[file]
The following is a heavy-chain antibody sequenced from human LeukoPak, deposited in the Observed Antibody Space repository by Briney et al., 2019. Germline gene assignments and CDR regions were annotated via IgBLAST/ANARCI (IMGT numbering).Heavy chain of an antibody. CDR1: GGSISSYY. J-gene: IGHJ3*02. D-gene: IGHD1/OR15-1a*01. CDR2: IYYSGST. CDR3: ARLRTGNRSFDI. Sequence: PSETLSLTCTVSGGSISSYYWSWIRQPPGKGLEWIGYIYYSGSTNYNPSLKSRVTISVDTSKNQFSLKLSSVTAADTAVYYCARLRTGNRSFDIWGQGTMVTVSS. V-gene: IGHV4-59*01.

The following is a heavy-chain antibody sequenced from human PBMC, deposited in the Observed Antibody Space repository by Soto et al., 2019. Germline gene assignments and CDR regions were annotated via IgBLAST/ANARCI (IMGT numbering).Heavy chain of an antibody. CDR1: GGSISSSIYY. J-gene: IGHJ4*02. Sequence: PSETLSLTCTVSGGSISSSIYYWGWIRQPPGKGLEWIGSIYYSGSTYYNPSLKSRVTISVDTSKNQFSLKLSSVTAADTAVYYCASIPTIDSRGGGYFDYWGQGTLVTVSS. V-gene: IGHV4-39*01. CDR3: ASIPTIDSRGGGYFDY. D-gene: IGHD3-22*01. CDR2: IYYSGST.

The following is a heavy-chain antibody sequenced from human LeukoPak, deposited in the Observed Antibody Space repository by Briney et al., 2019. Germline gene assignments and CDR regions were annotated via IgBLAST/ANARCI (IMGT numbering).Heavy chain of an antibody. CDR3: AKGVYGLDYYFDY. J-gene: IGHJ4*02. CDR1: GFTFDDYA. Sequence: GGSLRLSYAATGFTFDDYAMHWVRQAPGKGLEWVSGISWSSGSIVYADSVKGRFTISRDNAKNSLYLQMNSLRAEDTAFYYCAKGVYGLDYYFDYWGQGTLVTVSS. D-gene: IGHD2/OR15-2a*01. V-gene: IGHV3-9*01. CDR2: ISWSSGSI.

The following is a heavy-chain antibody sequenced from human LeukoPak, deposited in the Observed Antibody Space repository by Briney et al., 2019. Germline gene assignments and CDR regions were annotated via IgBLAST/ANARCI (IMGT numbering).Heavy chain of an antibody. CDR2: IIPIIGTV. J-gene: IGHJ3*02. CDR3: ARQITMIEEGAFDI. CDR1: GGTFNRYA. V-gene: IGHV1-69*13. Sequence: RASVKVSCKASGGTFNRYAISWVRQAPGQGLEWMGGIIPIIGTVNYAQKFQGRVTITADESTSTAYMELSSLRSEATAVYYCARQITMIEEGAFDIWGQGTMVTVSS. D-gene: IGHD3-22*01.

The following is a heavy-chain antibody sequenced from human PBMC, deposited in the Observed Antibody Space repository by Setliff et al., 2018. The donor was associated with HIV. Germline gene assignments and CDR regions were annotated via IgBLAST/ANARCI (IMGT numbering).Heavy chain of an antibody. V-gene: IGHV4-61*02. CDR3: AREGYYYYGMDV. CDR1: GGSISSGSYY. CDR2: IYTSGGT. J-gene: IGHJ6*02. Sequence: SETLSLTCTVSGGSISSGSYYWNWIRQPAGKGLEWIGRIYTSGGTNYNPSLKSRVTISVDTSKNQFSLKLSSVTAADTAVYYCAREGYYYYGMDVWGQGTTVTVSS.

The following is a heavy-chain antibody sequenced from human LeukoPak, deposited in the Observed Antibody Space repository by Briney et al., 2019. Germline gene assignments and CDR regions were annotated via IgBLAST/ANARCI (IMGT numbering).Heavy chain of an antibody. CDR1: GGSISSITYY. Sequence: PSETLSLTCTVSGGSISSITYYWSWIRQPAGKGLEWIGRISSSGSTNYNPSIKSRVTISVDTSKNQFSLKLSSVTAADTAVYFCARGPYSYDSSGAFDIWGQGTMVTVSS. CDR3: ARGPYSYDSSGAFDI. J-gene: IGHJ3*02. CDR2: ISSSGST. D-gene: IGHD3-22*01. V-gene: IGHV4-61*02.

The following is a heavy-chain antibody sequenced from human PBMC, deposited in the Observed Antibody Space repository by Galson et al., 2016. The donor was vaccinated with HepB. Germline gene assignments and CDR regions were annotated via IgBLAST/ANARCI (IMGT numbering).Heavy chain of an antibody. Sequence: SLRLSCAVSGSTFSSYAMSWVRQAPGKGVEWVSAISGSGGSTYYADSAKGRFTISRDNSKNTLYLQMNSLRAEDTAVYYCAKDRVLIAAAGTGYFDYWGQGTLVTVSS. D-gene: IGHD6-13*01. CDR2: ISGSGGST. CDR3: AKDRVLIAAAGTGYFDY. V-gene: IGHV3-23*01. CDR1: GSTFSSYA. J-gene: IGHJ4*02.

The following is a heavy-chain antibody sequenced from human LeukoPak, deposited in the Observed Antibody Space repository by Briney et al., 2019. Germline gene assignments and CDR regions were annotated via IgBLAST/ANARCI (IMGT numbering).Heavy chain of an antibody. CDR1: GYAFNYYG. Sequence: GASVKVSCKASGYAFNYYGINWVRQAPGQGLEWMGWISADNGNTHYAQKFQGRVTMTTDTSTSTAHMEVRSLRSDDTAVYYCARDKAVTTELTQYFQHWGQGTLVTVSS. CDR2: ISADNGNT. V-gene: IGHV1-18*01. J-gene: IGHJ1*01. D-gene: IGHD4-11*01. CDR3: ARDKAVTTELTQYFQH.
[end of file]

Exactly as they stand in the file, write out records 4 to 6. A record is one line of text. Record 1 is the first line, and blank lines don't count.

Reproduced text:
The following is a heavy-chain antibody sequenced from human LeukoPak, deposited in the Observed Antibody Space repository by Briney et al., 2019. Germline gene assignments and CDR regions were annotated via IgBLAST/ANARCI (IMGT numbering).Heavy chain of an antibody. CDR2: IIPIIGTV. J-gene: IGHJ3*02. CDR3: ARQITMIEEGAFDI. CDR1: GGTFNRYA. V-gene: IGHV1-69*13. Sequence: RASVKVSCKASGGTFNRYAISWVRQAPGQGLEWMGGIIPIIGTVNYAQKFQGRVTITADESTSTAYMELSSLRSEATAVYYCARQITMIEEGAFDIWGQGTMVTVSS. D-gene: IGHD3-22*01.

The following is a heavy-chain antibody sequenced from human PBMC, deposited in the Observed Antibody Space repository by Setliff et al., 2018. The donor was associated with HIV. Germline gene assignments and CDR regions were annotated via IgBLAST/ANARCI (IMGT numbering).Heavy chain of an antibody. V-gene: IGHV4-61*02. CDR3: AREGYYYYGMDV. CDR1: GGSISSGSYY. CDR2: IYTSGGT. J-gene: IGHJ6*02. Sequence: SETLSLTCTVSGGSISSGSYYWNWIRQPAGKGLEWIGRIYTSGGTNYNPSLKSRVTISVDTSKNQFSLKLSSVTAADTAVYYCAREGYYYYGMDVWGQGTTVTVSS.

The following is a heavy-chain antibody sequenced from human LeukoPak, deposited in the Observed Antibody Space repository by Briney et al., 2019. Germline gene assignments and CDR regions were annotated via IgBLAST/ANARCI (IMGT numbering).Heavy chain of an antibody. CDR1: GGSISSITYY. Sequence: PSETLSLTCTVSGGSISSITYYWSWIRQPAGKGLEWIGRISSSGSTNYNPSIKSRVTISVDTSKNQFSLKLSSVTAADTAVYFCARGPYSYDSSGAFDIWGQGTMVTVSS. CDR3: ARGPYSYDSSGAFDI. J-gene: IGHJ3*02. CDR2: ISSSGST. D-gene: IGHD3-22*01. V-gene: IGHV4-61*02.